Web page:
Sharma does believe some of the accused in the case could be responsible. “To be very frank, this riot started because of Hindu-Muslim hostility and there are people who are accused who I believe to be really culprits. They are anti-national people, but not Ishrat.”
When asked what he meant by ‘anti-national people’, Sharma said, “By anti-national I mean people who say stuff like “Bharat tere tukde honge, inshah allah inshah allah (India, you’ll break into man pieces) and Afzal, hum sharminda hain, tere qatil zinda hai’ (Afzal, we are ashamed that your killers are still alive)”
Sharma says that Ishrat is not one to make issues dividing Hindus and Muslims, “She has a high stature, she is highly intelligent and educated, not like illiterate people who make such comments. Her mental level is on some other level only (sic). She is not one of those who are getting funded, getting money for chanting anti-national slogans, she has to be separated from them.”
Sharma, who is also helping with the case, says the evidence against her is made up. “Vo kehte haina, gehu ke saath ghun bhi pista hai, matlab gunehgaar ke saath rehne wala nirdosh bhi kasht pata hai. (With an accused, innocent people often end up suffering,) Vikas, who is a supporter of BJP and RSS and defines his ideology as India first, said.
He says Ishrat drove a Safari, would go on trips, study hard and had the best sense of humour. “I can vouch for her intelligence, she cleared UP prelims judiciary exams, she used to study 17 hours a day. I have seen it,” he says.
“Ishrat is a reflection of her father, he was a great man. Traits of her father are in her personality, she is helpful and humble just like him. I have seen her help people all the time. She paid the fees of a class mate who was struggling to pay the fees, she would meet parking lot guards and give them clothes. The entire family believes in charity,” he says. Ishrat’s father Naeem Ahmed, a contractor by profession and a long time supporter of the Congress, passed away in 2010 at the age of 56.
Speaking about her father, he says, “Ishrat’s father was a real gentleman. Once I was in need of some legal help, when I was a student, and Ishrat took me to her father. He met me and assured me that nothing will happen and only these words made me feel courage,” Sharma recalls.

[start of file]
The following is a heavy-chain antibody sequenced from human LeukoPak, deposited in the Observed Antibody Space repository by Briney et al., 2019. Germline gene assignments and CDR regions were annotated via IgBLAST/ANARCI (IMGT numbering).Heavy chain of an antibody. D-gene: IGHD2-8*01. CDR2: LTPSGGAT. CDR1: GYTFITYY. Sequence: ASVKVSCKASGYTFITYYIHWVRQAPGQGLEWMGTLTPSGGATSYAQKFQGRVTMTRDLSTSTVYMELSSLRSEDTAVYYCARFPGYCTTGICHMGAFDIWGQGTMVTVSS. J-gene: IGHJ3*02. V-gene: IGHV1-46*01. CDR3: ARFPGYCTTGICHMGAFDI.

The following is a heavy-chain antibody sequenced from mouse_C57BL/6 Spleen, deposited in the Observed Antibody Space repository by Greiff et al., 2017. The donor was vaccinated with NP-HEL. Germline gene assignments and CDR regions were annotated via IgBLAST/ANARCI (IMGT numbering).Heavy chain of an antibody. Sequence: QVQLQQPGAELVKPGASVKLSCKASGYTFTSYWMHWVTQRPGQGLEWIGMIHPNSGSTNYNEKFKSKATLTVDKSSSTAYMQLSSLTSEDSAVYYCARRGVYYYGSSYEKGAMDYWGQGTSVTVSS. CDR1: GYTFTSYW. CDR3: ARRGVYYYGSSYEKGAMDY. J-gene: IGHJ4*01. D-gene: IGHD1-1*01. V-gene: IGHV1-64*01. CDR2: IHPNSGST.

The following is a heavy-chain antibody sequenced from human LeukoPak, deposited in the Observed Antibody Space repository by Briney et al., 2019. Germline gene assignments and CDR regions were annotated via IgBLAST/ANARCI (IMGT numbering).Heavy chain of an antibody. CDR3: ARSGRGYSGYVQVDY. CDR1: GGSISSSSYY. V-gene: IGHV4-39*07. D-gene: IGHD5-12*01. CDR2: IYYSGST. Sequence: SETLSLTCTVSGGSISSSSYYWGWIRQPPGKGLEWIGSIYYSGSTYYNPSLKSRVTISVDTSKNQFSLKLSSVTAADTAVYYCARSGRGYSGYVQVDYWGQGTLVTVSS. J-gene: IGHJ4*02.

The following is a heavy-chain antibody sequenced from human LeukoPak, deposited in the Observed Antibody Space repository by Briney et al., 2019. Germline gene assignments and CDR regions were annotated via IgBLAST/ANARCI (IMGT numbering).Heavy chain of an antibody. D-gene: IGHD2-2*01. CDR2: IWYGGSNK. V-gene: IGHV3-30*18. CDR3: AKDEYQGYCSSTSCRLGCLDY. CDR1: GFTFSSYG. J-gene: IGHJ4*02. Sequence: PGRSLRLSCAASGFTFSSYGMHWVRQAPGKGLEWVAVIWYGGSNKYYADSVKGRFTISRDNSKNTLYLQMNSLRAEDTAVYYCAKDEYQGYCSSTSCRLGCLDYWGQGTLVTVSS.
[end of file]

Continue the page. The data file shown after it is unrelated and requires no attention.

“Someone inside the jail tried to spit on me during the sehri time during Ramzan. My harassment knows no bounds. The one and a half years in jail have been filled with several instances of discrimination, but because I have done nothing wrong, I know I will be out.”
Ishrat Jahan said sounding calm and resolved.
Other than being called a terrorist by inmates and staff, they also say that Ishrat has come to jail after killing many Hindus. “One time the inmates had threatened to kill her, the second time they bashed her up, tore her clothes, banged her head against the wall,” Farhan said, adding that there have also been inmates and staff members who have shown kindness to Ishrat.
“Being a Muslim UAPA accused in jail, discrimination is always there, while few have harassed her horribly, most have been good to her. She has been called a terrorist, a prostitute and subjected to unspeakable language. Since she is a Muslim it makes it easy for her to be discriminated against,” Farhan, who has spoken to her or met her every single week since her arrest, said.
Ishrat also told her family how she was accused of ‘provoking and inciting’ people in jail. “Ishrat had written an application to the DG Prisons asking for water in the coolers inside the jail, as it was really hot. It was signed by all inmates, but the narrative changed that my sister was inciting people in the jail. So she tried to defend herself and said that she could get what she needed via courts as she is educated, but was doing this for everyone. Despite this, she was told she was provoking them and was therefore isolated,” Sarwer said.
Ishrat says she spends her time offering the namaz every day. She also reads a lot, from the library and from the books her family brings for her. She feels unheard in jail.
“She has written to DG Prisons but not once has she got a response, she does not know if it even reaches them or not. There is a box you have there, called the DG BOX, but she has never been called,” Sarwer says.
This story first appeared on thequint.com